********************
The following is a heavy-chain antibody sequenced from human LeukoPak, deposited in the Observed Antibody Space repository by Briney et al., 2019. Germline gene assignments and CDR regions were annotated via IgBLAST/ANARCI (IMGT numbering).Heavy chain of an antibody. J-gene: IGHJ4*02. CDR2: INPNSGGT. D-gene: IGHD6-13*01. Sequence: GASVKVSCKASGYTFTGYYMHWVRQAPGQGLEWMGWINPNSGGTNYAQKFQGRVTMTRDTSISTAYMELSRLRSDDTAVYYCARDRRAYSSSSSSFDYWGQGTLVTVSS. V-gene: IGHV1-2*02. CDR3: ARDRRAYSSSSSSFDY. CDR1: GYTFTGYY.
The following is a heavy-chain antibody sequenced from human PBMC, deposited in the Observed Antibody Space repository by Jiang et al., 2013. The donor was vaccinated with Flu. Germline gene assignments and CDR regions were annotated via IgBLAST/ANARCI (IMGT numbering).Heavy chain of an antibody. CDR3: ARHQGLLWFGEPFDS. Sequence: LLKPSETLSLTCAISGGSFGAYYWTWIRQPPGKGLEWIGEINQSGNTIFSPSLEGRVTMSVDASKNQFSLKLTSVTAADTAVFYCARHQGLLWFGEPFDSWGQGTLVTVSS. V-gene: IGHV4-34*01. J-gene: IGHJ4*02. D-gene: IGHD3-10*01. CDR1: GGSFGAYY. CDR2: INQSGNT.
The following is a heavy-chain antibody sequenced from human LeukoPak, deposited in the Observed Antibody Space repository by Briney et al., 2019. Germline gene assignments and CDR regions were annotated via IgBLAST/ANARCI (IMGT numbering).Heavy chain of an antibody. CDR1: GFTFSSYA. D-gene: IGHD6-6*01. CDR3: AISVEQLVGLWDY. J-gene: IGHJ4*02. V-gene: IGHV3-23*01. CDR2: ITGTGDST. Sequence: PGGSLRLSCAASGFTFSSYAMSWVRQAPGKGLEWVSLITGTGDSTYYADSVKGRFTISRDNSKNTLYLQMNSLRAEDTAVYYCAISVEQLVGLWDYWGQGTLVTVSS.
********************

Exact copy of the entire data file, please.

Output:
The following is a heavy-chain antibody sequenced from human LeukoPak, deposited in the Observed Antibody Space repository by Briney et al., 2019. Germline gene assignments and CDR regions were annotated via IgBLAST/ANARCI (IMGT numbering).Heavy chain of an antibody. J-gene: IGHJ4*02. CDR2: INPNSGGT. D-gene: IGHD6-13*01. Sequence: GASVKVSCKASGYTFTGYYMHWVRQAPGQGLEWMGWINPNSGGTNYAQKFQGRVTMTRDTSISTAYMELSRLRSDDTAVYYCARDRRAYSSSSSSFDYWGQGTLVTVSS. V-gene: IGHV1-2*02. CDR3: ARDRRAYSSSSSSFDY. CDR1: GYTFTGYY.
The following is a heavy-chain antibody sequenced from human PBMC, deposited in the Observed Antibody Space repository by Jiang et al., 2013. The donor was vaccinated with Flu. Germline gene assignments and CDR regions were annotated via IgBLAST/ANARCI (IMGT numbering).Heavy chain of an antibody. CDR3: ARHQGLLWFGEPFDS. Sequence: LLKPSETLSLTCAISGGSFGAYYWTWIRQPPGKGLEWIGEINQSGNTIFSPSLEGRVTMSVDASKNQFSLKLTSVTAADTAVFYCARHQGLLWFGEPFDSWGQGTLVTVSS. V-gene: IGHV4-34*01. J-gene: IGHJ4*02. D-gene: IGHD3-10*01. CDR1: GGSFGAYY. CDR2: INQSGNT.
The following is a heavy-chain antibody sequenced from human LeukoPak, deposited in the Observed Antibody Space repository by Briney et al., 2019. Germline gene assignments and CDR regions were annotated via IgBLAST/ANARCI (IMGT numbering).Heavy chain of an antibody. CDR1: GFTFSSYA. D-gene: IGHD6-6*01. CDR3: AISVEQLVGLWDY. J-gene: IGHJ4*02. V-gene: IGHV3-23*01. CDR2: ITGTGDST. Sequence: PGGSLRLSCAASGFTFSSYAMSWVRQAPGKGLEWVSLITGTGDSTYYADSVKGRFTISRDNSKNTLYLQMNSLRAEDTAVYYCAISVEQLVGLWDYWGQGTLVTVSS.